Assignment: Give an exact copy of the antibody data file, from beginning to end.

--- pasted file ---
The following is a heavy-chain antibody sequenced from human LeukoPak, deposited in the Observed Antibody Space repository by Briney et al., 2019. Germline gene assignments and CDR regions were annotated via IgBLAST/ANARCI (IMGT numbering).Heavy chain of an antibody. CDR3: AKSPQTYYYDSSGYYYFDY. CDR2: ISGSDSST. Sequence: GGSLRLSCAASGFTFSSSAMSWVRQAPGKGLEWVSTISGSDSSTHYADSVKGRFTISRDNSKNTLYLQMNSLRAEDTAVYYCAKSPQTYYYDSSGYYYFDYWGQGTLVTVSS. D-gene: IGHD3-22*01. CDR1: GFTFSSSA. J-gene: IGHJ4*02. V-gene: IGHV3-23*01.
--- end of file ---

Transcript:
The following is a heavy-chain antibody sequenced from human LeukoPak, deposited in the Observed Antibody Space repository by Briney et al., 2019. Germline gene assignments and CDR regions were annotated via IgBLAST/ANARCI (IMGT numbering).Heavy chain of an antibody. CDR3: AKSPQTYYYDSSGYYYFDY. CDR2: ISGSDSST. Sequence: GGSLRLSCAASGFTFSSSAMSWVRQAPGKGLEWVSTISGSDSSTHYADSVKGRFTISRDNSKNTLYLQMNSLRAEDTAVYYCAKSPQTYYYDSSGYYYFDYWGQGTLVTVSS. D-gene: IGHD3-22*01. CDR1: GFTFSSSA. J-gene: IGHJ4*02. V-gene: IGHV3-23*01.